There's a Lot of Sperm on the International Space Station Right Now

Stained bovine sperm
This image shows bull sperm under a microscope. NASA launched bull and human sperm to the International Space Station on a Dragon spacecraft to study how spaceflight affects fertility. (Image credit: The University of Kansas/Joseph Tash)

For the first time, err, officially, NASA will set loose human sperm in outer space.

The Micro-11 mission, which made its way to space aboard a SpaceX Falcon 9 rocket's Dragon resupply capsule, amounts to a bunch of containers of frozen human and bull sperm. Aboard the International Space Station (ISS), scientists will thaw the sperm, according to a NASA statement, and then study it to see how weightlessness affects its ability to move and prepare to fuse with an egg.

"Previous experiments with sea urchin and bull sperm suggest that activating movement happens more quickly in microgravity," NASA officials wrote, "while the steps leading up to fusion happen more slowly, or not at all. Delays or problems at this stage could prevent fertilization from happening in space." [7 Facts About Sperm]

NASA is sending up bull sperm along with human sperm, agency officials wrote, because the bull cells are more consistent in activity and appearance than human sperm. By studying it alongside the human sperm, astronauts will be able to figure out whether any strange behavior they're seeing is a result of something unusual about a particular sperm sample or the effects of microgravity.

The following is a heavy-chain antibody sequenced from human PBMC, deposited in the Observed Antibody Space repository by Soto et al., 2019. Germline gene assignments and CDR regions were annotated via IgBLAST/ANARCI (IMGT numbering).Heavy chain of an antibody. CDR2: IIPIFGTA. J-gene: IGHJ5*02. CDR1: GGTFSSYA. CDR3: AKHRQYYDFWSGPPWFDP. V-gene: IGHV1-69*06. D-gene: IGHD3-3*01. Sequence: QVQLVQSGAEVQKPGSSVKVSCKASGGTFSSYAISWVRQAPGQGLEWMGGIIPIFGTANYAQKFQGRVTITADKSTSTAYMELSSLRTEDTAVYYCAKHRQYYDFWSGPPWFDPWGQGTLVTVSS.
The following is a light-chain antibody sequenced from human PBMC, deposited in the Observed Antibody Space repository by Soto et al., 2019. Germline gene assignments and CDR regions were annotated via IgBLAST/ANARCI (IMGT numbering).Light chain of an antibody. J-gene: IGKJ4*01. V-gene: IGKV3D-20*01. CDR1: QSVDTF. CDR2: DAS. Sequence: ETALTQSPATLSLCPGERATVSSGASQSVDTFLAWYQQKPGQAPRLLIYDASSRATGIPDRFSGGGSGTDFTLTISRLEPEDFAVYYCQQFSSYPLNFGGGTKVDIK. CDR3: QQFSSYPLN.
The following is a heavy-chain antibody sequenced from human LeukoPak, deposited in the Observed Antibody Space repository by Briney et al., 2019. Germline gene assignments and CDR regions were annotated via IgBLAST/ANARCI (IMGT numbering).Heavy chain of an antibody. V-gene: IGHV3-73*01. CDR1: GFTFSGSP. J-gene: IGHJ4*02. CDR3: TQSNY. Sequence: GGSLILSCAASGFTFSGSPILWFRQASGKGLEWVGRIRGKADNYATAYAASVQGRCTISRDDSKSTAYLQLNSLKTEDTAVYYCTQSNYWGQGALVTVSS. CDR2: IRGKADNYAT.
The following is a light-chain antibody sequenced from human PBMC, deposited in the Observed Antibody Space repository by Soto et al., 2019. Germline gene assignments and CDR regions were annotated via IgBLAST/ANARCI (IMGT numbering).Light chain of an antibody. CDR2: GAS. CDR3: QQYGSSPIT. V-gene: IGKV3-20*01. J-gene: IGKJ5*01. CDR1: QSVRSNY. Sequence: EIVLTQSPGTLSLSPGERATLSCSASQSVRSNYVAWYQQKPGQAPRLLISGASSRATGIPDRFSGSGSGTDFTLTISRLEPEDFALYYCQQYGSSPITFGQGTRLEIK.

Performing this experiment is about as close as NASA has ever come to acknowledging that, sooner or later, sex in space is almost certainly going to become a reality. While rumors have long abounded of Russian or American spacefarers hooking up in orbit, none have ever been officially confirmed. and most are likely false according to past reporting by Live Science sister site

It's perhaps worth noting that the current ISS crew of six men may have had alternative methods for acquiring a whole bunch of human sperm that would have been cheaper than hitching a ride on a multimillion-dollar space launch, but it's understandable why the space agency didn't go that route, if for no other reason than the limits of what can be reasonably demanded in even an outer space workplace.

The sperm will eventually make its way back to a lab at the University of Kansas for further testing, according to another press release, where one of the scientists coordinating the study will perform further experients to see how time in space changed its behavior.

Originally published on Live Science.

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Rafi Letzter

Rafi wrote for Live Science from 2017 until 2021, when he became a technical writer for IBM Quantum. He has a bachelor's degree in journalism from Northwestern University’s Medill School of journalism. You can find his past science reporting at Inverse, Business Insider and Popular Science, and his past photojournalism on the Flash90 wire service and in the pages of The Courier Post of southern New Jersey.